Also, the “awareness” or “share of mind” may only be a perception in the mind of the person who is looking to re-launch the brand, and the consumer may actually not care about the brand at all.  There are instances where the management of the company has been so caught up in their own perception of the brand that they have not bothered to carry out first-hand research with the target segment to check whether there is actually an unaided recall, or at worst, aided-recall of the brand. They are imagining potential strengths, when the brand has none.

It is also possible that, during its last stint in the market, the brand may have gathered negative connotations – consumers may remember it for poor products or wrong pricing, the trade may remember it for late deliveries, vendors may remember it for delayed payments…the list goes on. In such a scenario, it may be a relaunch may be a disaster.

So how does one know whether to resurrect a brand, or to reincarnate it in another form, and when to just let it die?  The answers to that lie in answering the question: what is a brand? And then, what is this brand?

A Critical Question: What is a Brand?

Even in these enlightened marketing times, many people believe that the brand is the name. They believe that once you advertise a name widely and loudly enough, a brand can be created. Nothing could be further from the truth.  High-decibel advertising only informs customers of the name, it cannot create a brand.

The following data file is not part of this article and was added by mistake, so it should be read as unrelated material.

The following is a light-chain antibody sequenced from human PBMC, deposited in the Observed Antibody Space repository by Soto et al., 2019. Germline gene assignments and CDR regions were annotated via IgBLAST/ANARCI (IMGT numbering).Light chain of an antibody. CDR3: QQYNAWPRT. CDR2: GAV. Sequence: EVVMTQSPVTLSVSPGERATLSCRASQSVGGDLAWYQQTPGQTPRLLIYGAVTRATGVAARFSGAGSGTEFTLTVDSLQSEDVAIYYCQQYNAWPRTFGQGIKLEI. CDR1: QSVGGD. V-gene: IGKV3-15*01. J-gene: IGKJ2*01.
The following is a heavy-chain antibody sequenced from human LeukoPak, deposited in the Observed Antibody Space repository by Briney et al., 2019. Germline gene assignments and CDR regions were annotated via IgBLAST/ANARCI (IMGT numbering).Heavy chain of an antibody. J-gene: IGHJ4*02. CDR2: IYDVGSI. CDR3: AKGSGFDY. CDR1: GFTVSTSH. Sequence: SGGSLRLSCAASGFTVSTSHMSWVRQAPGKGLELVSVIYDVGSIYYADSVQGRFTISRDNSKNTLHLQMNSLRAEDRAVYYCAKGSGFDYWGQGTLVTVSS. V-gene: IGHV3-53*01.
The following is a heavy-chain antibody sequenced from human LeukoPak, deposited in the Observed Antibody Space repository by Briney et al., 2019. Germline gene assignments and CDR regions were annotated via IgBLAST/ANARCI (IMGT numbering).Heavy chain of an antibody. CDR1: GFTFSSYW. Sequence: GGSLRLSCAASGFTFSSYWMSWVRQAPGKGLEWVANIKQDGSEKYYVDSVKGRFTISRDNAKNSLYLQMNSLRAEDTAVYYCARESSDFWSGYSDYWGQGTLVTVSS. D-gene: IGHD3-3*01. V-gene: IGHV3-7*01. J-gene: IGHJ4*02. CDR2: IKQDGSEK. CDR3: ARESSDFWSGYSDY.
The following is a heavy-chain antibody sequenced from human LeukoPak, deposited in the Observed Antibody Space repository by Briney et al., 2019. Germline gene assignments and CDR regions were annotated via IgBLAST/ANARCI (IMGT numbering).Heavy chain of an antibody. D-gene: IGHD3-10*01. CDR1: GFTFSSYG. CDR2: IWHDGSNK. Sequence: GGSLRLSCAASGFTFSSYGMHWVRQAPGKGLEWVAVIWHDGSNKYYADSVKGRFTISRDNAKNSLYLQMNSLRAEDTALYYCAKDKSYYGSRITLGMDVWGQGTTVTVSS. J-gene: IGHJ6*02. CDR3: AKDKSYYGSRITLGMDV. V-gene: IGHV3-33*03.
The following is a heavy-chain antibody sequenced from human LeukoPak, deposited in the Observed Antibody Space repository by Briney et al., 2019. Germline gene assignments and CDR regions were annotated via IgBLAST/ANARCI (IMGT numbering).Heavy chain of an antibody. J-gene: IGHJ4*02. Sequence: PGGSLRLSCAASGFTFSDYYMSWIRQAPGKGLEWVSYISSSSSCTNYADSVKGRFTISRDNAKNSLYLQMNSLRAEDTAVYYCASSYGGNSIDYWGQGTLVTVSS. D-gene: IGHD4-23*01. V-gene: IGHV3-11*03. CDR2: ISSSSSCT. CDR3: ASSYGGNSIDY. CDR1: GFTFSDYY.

If we put ourselves in the customer’s shoes, a brand is an image, comprising of a bundle of promises on the company’s part and expectations on the customer’s part, which have been met.  When promises are delivered, when expectations are met, the brand develops an attribute that it is defined by.

The promise may be of edgy design (think Apple), and the customer expects that – when the brand delivers on the promise and meets the expectation the brand image gets re-affirmed and strengthened. However, these attributes are not always necessarily all “positive” in the traditional sense. For instance, a company’s promise may be to be low-cost and low-service (think Ikea, or “low-cost airlines”), and the customer may expect that and be happy with that when the company delivers on that promise.  The promise may be products with a conscience (think The Body Shop), which may strike a chord with the consumer.

What that brand actually stands for can only be created experientially. Creating this image, creation of the brand, is a complex and step-by-step process that takes place over time and over many transactions. Repetition of the same kind of experience strengthens the brand.